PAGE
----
4) Cohen D. Dabigatran: how the drug company withheld important analyses. BMJ 2014;349:g4670.
5) Cohen D. Rivaroxaban: can we trust the evidence? BMJ 2016;352:i575.
6) Cohen D. Manufacturer failed to disclose faulty device in rivaroxaban trial. BMJ 2016;354:i5131.
7) Connolly SJ, Ezekowitz MD, Yusuf S, et al. Dabigatran versus Warfarin in Patients with Atrial Fibrillation. N Engl J Med 2009;361:1139-51.
8) Mahtani KR, Heneghan C. Novel oral anticoagulants for atrial fibrillation. BMJ 2016;354:i5187.
9) Connolly SJ, Ezekowitz MD, Yusuf S, et al. Randomized Evaluation of Long-Term Anticoagulation Therapy Investigators. Newly identified events in the RE-LY trial. N Engl J Med 2010;363:1875-6.
10) Connolly SJ, Ezekowitz MD, Yusuf S, et al. Additional Events in the RE-LY Trial. N Engl J Med 2014;371:1464-5.
11) Therapeutics Initiative. Dabigatran for atrial fibrillation. Why we cannot rely on RE-LY. Therapeutics Letter 2011;80. Available from: www.ti.ubc.ca/letter80 (accessed 08 Dec 2017).
12) FDA 2010. Center for Drug Evaluation and Research. Application number 22-512. Summary review. Available from: https://www.accessdata.fda.gov/drugsatfda_docs/nda/2010/022512Orig1s000S... (accessed 08 Dec 2017).
Competing interests: No competing interests
Re: Oral anticoagulants for prevention of stroke in atrial fibrillation: systematic review, network meta-analysis, and cost effectiveness analysis
In 2013 the BMJ published in Research Methods & Reporting “How to access and process FDA drug approval packages for use in research” by Erick Turner . In reviewing the sources of evidence used in the systematic review “Oral anticoagulants for prevention of stroke in atrial fibrillation: systematic review, network meta-analysis, and cost effectiveness analysis” , we cannot find evidence that the authors accessed regulatory documents to inform their risk of bias assessment for the contributing trials.
For example, Table 54 “Included studies and risk-of-bias assessment for all-cause mortality (stroke prevention in AF)” in the detailed version of the report  lists 11 references for the second largest trial contributing to the review: ARISTOTLE . These references refer to the truncated New England Journal of Medicine summation of the trial and various subsequent subgroup and secondary analyses. Yet the report is without reference to the 393 page U.S. Food and Drug Administration’s 2012 review of apixaban, informed principally by ARISTOTLE .
Published summaries of clinical trials are known to contain substantially less information (especially for harm) than the regulatory documents for the same clinical trials . More importantly, the results of meta-analyses can change when unpublished data from regulatory documents are included in a meta-analysis . Turner’s 2013 article indicated that one of the reasons authors of systematic reviews do not access regulatory documents is that they “did not know it was possible to get them” . Now, a tool assists in accessing regulatory documents from the U.S. Food and Drug Administration .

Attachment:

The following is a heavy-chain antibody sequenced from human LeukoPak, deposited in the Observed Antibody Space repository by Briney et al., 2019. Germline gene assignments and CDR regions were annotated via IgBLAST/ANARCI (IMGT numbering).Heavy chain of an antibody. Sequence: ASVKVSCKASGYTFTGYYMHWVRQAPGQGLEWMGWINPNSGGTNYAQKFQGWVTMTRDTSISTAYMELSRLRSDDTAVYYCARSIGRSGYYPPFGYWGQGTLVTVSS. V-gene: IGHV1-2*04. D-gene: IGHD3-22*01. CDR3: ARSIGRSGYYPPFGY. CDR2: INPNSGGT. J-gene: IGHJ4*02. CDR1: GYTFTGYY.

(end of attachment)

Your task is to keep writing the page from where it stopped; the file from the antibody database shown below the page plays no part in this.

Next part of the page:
How can we be confident with the conclusion of this systematic review if all available information was not used?
Cait O’Sullivan, PharmD
Aaron M. Tejani, PharmD
University of British Columbia, Vancouver, BC, Canada
1. Turner EH. How to access and process FDA drug approval packages for use in research. BMJ 2013;347:f5992
2. Lopez-Lopez JA, Sterne JA, Thom HHZ, et al. Oral anticoagulants for prevention of stroke in atrial fibrillation: systematic review, network meta-analysis, and cost effectiveness analysis. BMJ 2017;359;j5058
3. Sterne JA, Bodalia PN, Bryden PA. Oral anticoagulants for primary prevention, treatment and secondary prevention of venous thromboembolic disease, and for prevention of stroke in atrial fibrillation: systematic review, network meta-analysis and cost effectiveness analysis. Health Technol Assess 2017;21:1-386
4. Granger CB, Alexander JH, McMurray JJ, Lopes RD, Hylek EM, Hanna M, et al. Apixaban versus warfarin in patients with atrial fibrillation. N Engl J Med 2011;365:981–92
5. US Food and Drug Administration. Apixaban Medical Review. NDA 202155 [Internet]. 2012. Available from: http://www.accessdata.fda.gov/drugsatfda_docs/nda/2012/202155Orig1s000Me...
6. Rising K, Bacchetti P, Bero L. Reporting bias in drug trials submitted to the Food and Drug Administration: A review of publication and presentation. PLoS Med 2008; 5(11): e217
7. Hart B, Duke D, Lundh A, Bero L. Effect of reporting bias on meta-analyses of drug trials: reanalysis of meta-analyses. BMJ 2012;344:d7202
8. OpenTrialsFDA: Unlocking the trove of clinical trial data in Drugs@FDA. https://opentrials.net/opentrialsfda/
Competing interests: No competing interests